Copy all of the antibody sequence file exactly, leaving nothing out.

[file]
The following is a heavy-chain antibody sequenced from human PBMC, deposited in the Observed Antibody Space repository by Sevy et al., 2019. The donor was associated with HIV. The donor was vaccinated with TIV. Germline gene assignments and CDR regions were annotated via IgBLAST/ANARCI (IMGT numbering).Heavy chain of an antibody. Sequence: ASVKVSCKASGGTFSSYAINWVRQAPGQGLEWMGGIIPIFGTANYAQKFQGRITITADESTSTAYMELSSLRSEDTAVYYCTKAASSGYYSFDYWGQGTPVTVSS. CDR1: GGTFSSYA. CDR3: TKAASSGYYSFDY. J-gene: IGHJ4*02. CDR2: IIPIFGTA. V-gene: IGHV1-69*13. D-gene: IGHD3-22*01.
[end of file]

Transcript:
The following is a heavy-chain antibody sequenced from human PBMC, deposited in the Observed Antibody Space repository by Sevy et al., 2019. The donor was associated with HIV. The donor was vaccinated with TIV. Germline gene assignments and CDR regions were annotated via IgBLAST/ANARCI (IMGT numbering).Heavy chain of an antibody. Sequence: ASVKVSCKASGGTFSSYAINWVRQAPGQGLEWMGGIIPIFGTANYAQKFQGRITITADESTSTAYMELSSLRSEDTAVYYCTKAASSGYYSFDYWGQGTPVTVSS. CDR1: GGTFSSYA. CDR3: TKAASSGYYSFDY. J-gene: IGHJ4*02. CDR2: IIPIFGTA. V-gene: IGHV1-69*13. D-gene: IGHD3-22*01.